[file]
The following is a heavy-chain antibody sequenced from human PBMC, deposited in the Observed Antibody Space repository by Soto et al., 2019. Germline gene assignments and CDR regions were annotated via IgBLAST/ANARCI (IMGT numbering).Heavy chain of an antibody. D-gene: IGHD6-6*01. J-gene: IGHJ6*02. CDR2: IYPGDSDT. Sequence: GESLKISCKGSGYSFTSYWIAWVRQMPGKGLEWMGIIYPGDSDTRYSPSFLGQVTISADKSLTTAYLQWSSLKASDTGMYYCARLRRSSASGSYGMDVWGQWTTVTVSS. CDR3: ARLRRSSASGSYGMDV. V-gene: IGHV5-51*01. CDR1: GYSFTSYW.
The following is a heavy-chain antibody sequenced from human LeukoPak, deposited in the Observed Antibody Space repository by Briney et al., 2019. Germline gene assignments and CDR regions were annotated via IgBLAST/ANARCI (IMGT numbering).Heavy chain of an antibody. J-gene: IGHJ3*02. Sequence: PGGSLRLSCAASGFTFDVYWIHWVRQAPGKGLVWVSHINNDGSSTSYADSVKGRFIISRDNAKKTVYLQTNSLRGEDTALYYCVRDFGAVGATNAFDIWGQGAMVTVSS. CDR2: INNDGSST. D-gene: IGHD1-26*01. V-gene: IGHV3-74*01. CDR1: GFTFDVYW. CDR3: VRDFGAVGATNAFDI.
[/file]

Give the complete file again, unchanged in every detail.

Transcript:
The following is a heavy-chain antibody sequenced from human PBMC, deposited in the Observed Antibody Space repository by Soto et al., 2019. Germline gene assignments and CDR regions were annotated via IgBLAST/ANARCI (IMGT numbering).Heavy chain of an antibody. D-gene: IGHD6-6*01. J-gene: IGHJ6*02. CDR2: IYPGDSDT. Sequence: GESLKISCKGSGYSFTSYWIAWVRQMPGKGLEWMGIIYPGDSDTRYSPSFLGQVTISADKSLTTAYLQWSSLKASDTGMYYCARLRRSSASGSYGMDVWGQWTTVTVSS. CDR3: ARLRRSSASGSYGMDV. V-gene: IGHV5-51*01. CDR1: GYSFTSYW.
The following is a heavy-chain antibody sequenced from human LeukoPak, deposited in the Observed Antibody Space repository by Briney et al., 2019. Germline gene assignments and CDR regions were annotated via IgBLAST/ANARCI (IMGT numbering).Heavy chain of an antibody. J-gene: IGHJ3*02. Sequence: PGGSLRLSCAASGFTFDVYWIHWVRQAPGKGLVWVSHINNDGSSTSYADSVKGRFIISRDNAKKTVYLQTNSLRGEDTALYYCVRDFGAVGATNAFDIWGQGAMVTVSS. CDR2: INNDGSST. D-gene: IGHD1-26*01. V-gene: IGHV3-74*01. CDR1: GFTFDVYW. CDR3: VRDFGAVGATNAFDI.